29 juillet 2018

A peachbloom-glazed brush washer (Tangluoxi), Kangxi mark and period (1662-1722)

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KANGXI MARK AND PERIOD

Lot 154. A peachbloom-glazed brush washer (Tangluoxi), Kangxi mark and period (1662-1722). Diameter 4 7/8  in., 12.3 cm. Estimate 20,000 — 40,000 USD. Lot sold 87,500 USDPhoto Sotheby’s.

well potted with low rounded sides incurved at the mouth and supported on a low straight foot, the exterior covered with a characteristically mottled copper-red glaze around the rim transmuting to a strikingly bright speckled green emulating an unripe peach and back to a dusky red around the base, the interior and recessed base left white, the base inscribed with a six-character mark in underglaze blue.

Provenance: Acquired in San Francisco, California in the early 20th century and thence by descent.

Note: Examples of this celebrated type of peachbloom brush washer are represented in many of the world’s finest museums including the Metropolitan Museum of Art, New York, The Palace Museum, Beijing and the Sir Percival David Collection at the British Museum, London. The washer in the Metropolitan Museum is illustrated with a group of peachbloom-glazed vessels made for the scholar’s table, including a beehive water pot by S. Valenstein, A Handbook of Chinese Ceramics, New York, 1989, rev. ed., p. 237, no. 236.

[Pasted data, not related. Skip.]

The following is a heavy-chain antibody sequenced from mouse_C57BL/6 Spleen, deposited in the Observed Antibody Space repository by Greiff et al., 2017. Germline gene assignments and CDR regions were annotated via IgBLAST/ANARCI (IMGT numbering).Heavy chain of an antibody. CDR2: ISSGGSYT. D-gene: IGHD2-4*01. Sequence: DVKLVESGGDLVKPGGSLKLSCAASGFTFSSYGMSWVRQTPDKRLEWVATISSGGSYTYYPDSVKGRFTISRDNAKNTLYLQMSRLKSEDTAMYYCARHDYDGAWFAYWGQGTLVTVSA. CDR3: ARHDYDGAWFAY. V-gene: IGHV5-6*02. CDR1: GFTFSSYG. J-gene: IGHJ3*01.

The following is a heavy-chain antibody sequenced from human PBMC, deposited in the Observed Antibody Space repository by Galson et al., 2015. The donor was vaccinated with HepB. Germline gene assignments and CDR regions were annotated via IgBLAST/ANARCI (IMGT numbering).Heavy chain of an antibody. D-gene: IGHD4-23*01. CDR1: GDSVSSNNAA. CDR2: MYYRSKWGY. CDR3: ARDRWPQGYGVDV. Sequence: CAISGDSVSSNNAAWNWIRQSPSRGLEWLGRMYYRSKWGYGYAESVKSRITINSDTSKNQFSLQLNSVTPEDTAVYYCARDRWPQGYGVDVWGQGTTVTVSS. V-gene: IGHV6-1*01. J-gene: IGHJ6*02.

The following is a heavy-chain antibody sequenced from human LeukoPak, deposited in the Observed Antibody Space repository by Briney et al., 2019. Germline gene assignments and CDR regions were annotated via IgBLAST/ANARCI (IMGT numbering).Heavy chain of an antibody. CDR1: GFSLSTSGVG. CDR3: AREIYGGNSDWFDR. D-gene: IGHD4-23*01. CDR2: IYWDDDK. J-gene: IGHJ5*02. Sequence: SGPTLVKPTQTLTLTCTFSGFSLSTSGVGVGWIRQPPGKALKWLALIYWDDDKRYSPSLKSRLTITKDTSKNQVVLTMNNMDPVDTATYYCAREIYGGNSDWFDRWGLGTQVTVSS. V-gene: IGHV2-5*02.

Compare with examples of Kangxi-marked brush washers of this type from the collection of Edward T. Chow, sold most recently in our Hong Kong rooms, 8 April 2009, lot 1657; another from the H.M. Knight collection, included in the exhibition 4000 Jaar Aziatische Kunst, Rijksmuseum, Amsterdam, 1954, cat. no. 300, sold in our Hong Kong rooms, 19 May 1982, lot 263; and another vessel published in Regina Krahl, Chinese Ceramics from the Meiyintang Collection, vol. 2, London, 1994, pl. 820. Other examples sold in our Hong Kong rooms on 5th October 2011, lot 1997 and from the J.M. Hu collection on 9th October 2012, lot 105. 

The profusion of the striking green flecks is rare among examples of peachbloom.  Referred to as pingguo jing  ‘apple green’, the spotted green mottling is possible through a technique using varied concentrations of copper that, when exposed during firing, oxidize to form green spots and modulation.

Sotheby's. Fine Chinese Ceramics & Works of Art, New York, 16 sept. 2014


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